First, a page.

[openbook booknumber=”0688149553″]


I loved watching M*A*S*H reruns growing up, so when I found this book at a brown bag book sale I just had to pick it up. M*A*S*H by Richard Hooker is the book that the TV series was based off of. When my husband read the book he thought it was hilarious and highly recommended it. I dove in with high expectations that unfortunately ended up being too high.

The characters come across as far more serious in the novel. Their attempts at banter and fun and games came across as what they really were, mere attempts at sanity in the insanely harsh conditions they faced serving in Korea. As a whole, the novel seemed to have a much different tenor then the light hearted TV series does.

The other thing that was different (or perhaps my memories of the TV show were rose tinted) is there seemed to be a great deal more and much harsher misogyny. I remember the fighting with “Hot Lips” Houlihan, I did not recall anything concerning whore houses, brothels or the taking advantage thereof by married enlisted men and officers.

When Radar O’Reilly, just out of high school, left Ottumwa, Iowa, and enlisted in the United States Army it was with the express purpose of making a career of the Signal Corps.

For the time it was written in the novel was fairly progressive concerning race. Though, I was amused to note that the author, in his rush to make his characters seem cool with the African American in their group by having him complain about people that went out of their way to seem cool with him, succeeded in doing quite the opposite and the meeting came across as very forced. I also was very uncomfortable with the Duke constantly referring to him as “the nigra” at the beginning of that chapter.

The TV show is probably one of the only medical series I can stomach because I have no tolerance for blood, gore or long drawn out surgeries with pictures of what is actually going on. I appreciate the fact that Hawk Eye and Trapper John were surgeons and that everything they did seemed to be done to a sheet and that was all I wanted to know. It was very hard for me to read the scenes in the novel that went in depth with what was going on behind those sheets. To the novel’s credit my husband, who is a big fan of series like ER and Grey’s Anatomy, had no such problems and, when I brought it up with him, he hadn’t even remembered that such scenes were in the book at all.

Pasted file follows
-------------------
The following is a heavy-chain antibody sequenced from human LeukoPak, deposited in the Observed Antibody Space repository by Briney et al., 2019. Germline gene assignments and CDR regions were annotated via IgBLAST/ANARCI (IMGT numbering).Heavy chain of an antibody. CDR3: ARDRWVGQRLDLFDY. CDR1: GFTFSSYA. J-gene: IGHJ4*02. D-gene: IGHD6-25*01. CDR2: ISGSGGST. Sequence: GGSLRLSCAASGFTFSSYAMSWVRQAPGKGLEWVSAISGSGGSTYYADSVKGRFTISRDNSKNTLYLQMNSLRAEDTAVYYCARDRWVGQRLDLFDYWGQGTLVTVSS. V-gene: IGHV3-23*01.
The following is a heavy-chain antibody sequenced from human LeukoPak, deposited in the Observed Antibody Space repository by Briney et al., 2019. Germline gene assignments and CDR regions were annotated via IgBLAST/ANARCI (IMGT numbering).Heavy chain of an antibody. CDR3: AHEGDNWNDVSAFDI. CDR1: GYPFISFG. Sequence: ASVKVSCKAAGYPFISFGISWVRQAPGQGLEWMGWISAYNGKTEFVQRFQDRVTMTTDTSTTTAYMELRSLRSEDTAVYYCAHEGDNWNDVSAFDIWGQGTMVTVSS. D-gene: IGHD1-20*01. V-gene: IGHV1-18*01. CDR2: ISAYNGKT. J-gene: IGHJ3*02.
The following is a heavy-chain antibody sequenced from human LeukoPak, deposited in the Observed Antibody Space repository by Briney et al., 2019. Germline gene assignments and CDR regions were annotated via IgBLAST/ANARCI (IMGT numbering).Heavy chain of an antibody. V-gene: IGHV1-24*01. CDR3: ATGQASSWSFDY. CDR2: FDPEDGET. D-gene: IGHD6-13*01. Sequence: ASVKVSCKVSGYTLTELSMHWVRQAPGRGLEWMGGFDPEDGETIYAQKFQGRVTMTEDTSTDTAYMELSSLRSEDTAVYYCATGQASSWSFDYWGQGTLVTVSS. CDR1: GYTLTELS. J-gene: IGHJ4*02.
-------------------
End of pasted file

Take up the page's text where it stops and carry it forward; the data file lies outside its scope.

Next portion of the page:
My final complaint is, the book was just really hard to get into. I had to force myself to read each chapter throughout and only just finished it after five days. Which is ridiculous for me and a mere 200 some page novel. It did give me a chance to catch up on my other reviews though. All in all, because of all my complaints (in a nutshell, my squeamishness on various subjects) I have to give this novel a low two stars. If you can get past all of those things and still enjoy a novel about the beloved characters of M*A*S*H then by all means read it. If not, give this one a pass and go and rent the DVDs of the TV show off of Netflix instead.

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